Value for Money:
Personality Types that Like it Best
Greatest interest among all Authentic types, but those with Venturer leanings can find things to do
Did You Know … ?
- The Iolani Palace is the only official residence of royalty in the U.S.
- First efforts to lure tourists began in 1892, interrupted by Hawaii’s bubonic plague in 1899-1900.
- Waikiki (spouting waters) was the playground of Hawaiian royalty in the 19th century.
- Pearl Harbor is the only naval base in the U.S. that is a National Historical Landmark.
- Iolani Palace installed electricity (1887) before the White House did (1891).
In rankings data, Honolulu always has high scores on the four criteria that contribute most to a satisfying vacation: 1) beautiful scenery, 2) lots to do, 3) good weather and 4) friendly people.
The scenery is spectacular. Choices of things to do seem endless. The weather is always warm and pleasant. And the aloha spirit permeates even this big city to ensure visitors feel welcome. Mark Twain wrote, “Hawaii… is the loveliest fleet of islands anchored in any ocean.” Honolulu and Oahu retain much of that charm today.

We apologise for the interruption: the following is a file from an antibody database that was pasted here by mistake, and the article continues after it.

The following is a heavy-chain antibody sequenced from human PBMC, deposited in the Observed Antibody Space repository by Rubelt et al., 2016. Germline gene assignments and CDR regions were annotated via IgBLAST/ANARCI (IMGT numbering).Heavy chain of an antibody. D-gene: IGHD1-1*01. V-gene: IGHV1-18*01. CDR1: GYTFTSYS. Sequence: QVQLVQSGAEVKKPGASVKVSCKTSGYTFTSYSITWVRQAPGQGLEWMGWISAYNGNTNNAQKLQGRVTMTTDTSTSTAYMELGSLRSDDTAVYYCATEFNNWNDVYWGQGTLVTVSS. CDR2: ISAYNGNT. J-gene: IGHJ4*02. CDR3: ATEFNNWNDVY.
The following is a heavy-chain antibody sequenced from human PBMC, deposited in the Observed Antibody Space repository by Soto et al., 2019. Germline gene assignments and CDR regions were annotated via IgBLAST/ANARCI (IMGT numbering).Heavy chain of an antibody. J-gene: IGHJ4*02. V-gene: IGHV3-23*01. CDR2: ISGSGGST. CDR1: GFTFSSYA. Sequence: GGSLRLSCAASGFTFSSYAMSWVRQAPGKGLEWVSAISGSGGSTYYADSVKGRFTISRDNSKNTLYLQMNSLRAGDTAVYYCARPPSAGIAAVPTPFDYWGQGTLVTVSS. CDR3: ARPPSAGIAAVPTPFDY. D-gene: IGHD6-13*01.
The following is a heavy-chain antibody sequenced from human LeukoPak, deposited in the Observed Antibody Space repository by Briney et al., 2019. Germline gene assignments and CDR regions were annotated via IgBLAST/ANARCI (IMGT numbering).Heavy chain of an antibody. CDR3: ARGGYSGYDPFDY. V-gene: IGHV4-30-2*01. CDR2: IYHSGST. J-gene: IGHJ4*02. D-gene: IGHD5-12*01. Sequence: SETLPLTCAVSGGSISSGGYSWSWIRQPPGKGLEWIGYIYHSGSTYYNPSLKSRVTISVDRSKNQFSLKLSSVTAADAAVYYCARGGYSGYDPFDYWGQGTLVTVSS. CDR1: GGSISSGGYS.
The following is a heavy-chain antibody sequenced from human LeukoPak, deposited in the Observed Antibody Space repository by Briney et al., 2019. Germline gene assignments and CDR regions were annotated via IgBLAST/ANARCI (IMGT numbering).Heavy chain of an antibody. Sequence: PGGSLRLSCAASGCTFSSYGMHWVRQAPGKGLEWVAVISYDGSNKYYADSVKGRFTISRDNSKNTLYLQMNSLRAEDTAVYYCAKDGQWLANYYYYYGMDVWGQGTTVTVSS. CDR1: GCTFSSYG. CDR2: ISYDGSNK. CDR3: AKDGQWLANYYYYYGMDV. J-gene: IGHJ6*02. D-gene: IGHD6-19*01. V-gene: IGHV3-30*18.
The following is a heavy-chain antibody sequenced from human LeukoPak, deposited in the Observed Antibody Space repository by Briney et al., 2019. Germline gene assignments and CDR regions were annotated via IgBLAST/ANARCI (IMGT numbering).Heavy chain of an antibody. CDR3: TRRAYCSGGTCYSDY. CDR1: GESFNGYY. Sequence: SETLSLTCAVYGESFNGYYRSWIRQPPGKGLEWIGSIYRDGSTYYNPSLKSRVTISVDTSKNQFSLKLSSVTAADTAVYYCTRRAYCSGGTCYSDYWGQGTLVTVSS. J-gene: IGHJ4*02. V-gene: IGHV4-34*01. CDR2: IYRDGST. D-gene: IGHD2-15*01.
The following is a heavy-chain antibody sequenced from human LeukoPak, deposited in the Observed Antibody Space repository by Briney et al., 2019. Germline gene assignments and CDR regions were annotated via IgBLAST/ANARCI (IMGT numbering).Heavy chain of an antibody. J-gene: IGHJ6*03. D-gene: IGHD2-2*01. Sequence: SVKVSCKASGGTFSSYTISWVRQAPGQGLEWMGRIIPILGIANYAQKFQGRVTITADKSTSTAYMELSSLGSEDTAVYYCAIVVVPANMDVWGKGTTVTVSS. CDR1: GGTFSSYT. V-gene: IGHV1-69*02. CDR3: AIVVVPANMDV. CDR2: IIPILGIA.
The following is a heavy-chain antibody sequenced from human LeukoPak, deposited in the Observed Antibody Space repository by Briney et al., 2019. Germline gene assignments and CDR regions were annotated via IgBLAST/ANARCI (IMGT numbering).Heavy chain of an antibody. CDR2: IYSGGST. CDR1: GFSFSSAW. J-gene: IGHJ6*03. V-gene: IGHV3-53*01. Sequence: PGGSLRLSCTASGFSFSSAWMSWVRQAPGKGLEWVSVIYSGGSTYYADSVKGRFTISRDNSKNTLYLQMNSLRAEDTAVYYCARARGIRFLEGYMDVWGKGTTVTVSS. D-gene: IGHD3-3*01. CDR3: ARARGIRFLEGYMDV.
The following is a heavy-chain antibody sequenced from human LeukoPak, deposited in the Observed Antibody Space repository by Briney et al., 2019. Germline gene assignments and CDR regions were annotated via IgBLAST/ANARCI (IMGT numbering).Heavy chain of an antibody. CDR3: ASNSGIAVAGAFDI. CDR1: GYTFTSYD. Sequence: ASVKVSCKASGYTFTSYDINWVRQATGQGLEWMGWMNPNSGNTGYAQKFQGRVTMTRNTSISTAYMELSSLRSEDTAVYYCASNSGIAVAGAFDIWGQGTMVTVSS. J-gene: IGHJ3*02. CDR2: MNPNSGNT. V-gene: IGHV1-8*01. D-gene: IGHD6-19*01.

Honolulu is a busy, active city of around a million people with the amenities of other cities its size, but it takes only 20 minutes to drive into rural areas that seem a world away.
Don’t assume Honolulu is just like a Caribbean capital. It offers more choices of things to do, prices are more reasonable and Americans don’t need a passport.
Most visitors, as they step off the plane into a pleasant breeze, are met by a friendly greeter who places a lei over their necks. Those who stay in Waikiki have only a 20-minute journey to their hotel, an advantage that few major cities can offer. Honolulu receives strong ratings from all personality types because all can find things they like to do.
Venturous types take to the water or sky, or find places to hike. Those who enjoy a more comfortable lifestyle play golf or sit on the beach and wade in Waikiki’s warm and calm waters.
There are many choices in museums. Pearl Harbor alone has four: the USS Arizona, the Battleship Missouri, the USS Bowfin Submarine and an aviation museum. The city offers an array of sightseeing opportunities, unique art galleries, great shopping and varied dining and entertainment.